The Daily Parker

Politics, Weather, Photography, and the Dog

Back in the land of my forebears

Actually, that's not true. I don't even have one bear. *rimshot*

I've arrived at Heathrow, taking advantage of another benefit from using frequent-flyer miles: the arrivals lounge. Shower, breakfast, tea, checking email. Also my second experience in two days of a government adequately staffing their immigration and customs checkpoints to get us through in just a few minutes. Thank you Canada, thank you UK.

All right: now to London.

The most disgusting thing in London

I can scarcely imagine how much a team of Thames Water maintenance workers enjoyed removing this:

Last week, officials at Thames Water removed a 15-tonne lump of lard from a trunk line sewer beneath the London suburb of Kingston. It was the fattest fatberg ever recovered from the London sewers, and by extension, probably the largest subterranean grease clump in U.K. history.

"A fatberg," says Simon Evans, media relations manager at Thames Water, "is a vile, festering, steaming collection of fat and wet wipes." Fatberg creation is a vicious cycle, according to Evans, who coined the term. "Fat clings to wipes, wipes cling to the fat," he explains. "They are the catalysts in this horrible fatberg game."

And—you know you want to watch this—Thames Water released video of the thing:

So remember, folks, don't flush your bacon grease or your wet-wipes. Or condoms, but that's another story entirely.

Also, this is probably the first literal use of the "Kitchen Sink" category in Daily Parker history.

Two "oh, dear" aviation stories just now

First, a Boeing 787 caught fire at Heathrow this afternoon; fortunately, no one was aboard:

Video footage showed the plane surrounded by foam used to quell the flames. The airport said in a statement that it was an on-board internal fire, but didn’t offer more details. It said the plane was empty, parked in a remote area and there were no reported injuries. All flights in and out were temporarily suspended Friday afternoon -- a standard procedure if fire crews are called out.

Ethiopian Airlines said smoke was detected coming from the aircraft after it had been parked at Heathrow for more than eight hours.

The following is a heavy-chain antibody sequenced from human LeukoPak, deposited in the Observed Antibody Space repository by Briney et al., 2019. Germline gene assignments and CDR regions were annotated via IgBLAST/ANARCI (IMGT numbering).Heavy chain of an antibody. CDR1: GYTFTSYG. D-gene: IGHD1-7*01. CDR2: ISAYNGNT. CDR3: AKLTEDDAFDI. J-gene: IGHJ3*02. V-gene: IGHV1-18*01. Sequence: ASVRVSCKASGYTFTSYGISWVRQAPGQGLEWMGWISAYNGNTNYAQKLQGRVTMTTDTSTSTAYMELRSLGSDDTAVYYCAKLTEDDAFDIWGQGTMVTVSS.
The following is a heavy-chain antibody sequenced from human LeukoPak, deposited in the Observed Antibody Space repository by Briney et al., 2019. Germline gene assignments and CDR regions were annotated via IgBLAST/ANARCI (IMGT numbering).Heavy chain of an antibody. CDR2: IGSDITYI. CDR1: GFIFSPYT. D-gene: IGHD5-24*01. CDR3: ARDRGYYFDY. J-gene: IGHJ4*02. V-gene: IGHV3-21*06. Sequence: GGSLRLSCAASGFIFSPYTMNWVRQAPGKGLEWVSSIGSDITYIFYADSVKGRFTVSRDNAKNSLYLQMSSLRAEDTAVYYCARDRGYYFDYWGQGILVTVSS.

You can bet that Chicago-based Boeing will watch this story very, very carefully. Their shares dropped 7% on the news, for one thing.

In other unfortunate aviation news, the San Francisco Police have confirmed that one of the two victims of the Asiana 214 crash got run over by a fire truck, but they don't know yet whether she was alive when this happened:

Medical examiners will not release autopsy results for “at least two or three weeks,” San Mateo County Coroner Robert Foucrault told NBC Bay Area on Sunday. Coroner’s officials are working to determine how 16-year-old Ye Mengtuan died.

Police officials confirmed that the girl was hit by the truck in the chaos that followed the deadly crash, which also killed her classmate and travel companion, identified by the airline as 16-year-old Wang Linjia.

The girl was blanketed in white foam emergency crews sprayed to douse the flames billowing out of the Boeing 777, police said. She was discovered in the tire track of the fire truck, police spokesman Albie Esparza told NBC News.

Not a good week for aviation.

Opaque airfares

Last night I poked around aa.com, musing about taking a pair of trips this fall. Two, because during the fall and early winter, airfares and hotels are cheaper than the rest of the year, at least in the places I like to go.

My original thought was to buy a trip to London and use miles for a second trip somewhere else, on the theory that with 8 daily non-stops between Chicago and London, fares would be lower than to somewhere that has only one daily flight. No, not so much.

For travel the weekend of 10-15 October, here are the best airfares I found on oneworld carriers:

Dublin5,910 km$776
London6,360 km$1,144
Honolulu6,826 km$808
Berlin7,099 km$889
Tokyo10,094 km$1,159
Hong Kong12,538 km$1,200

All of the options save London have one daily non-stop from Chicago. As you can see, they're in order by distance, and also as you can see, there seems to be no connection between the distance (a proxy for the cost to the airline) and the airfare.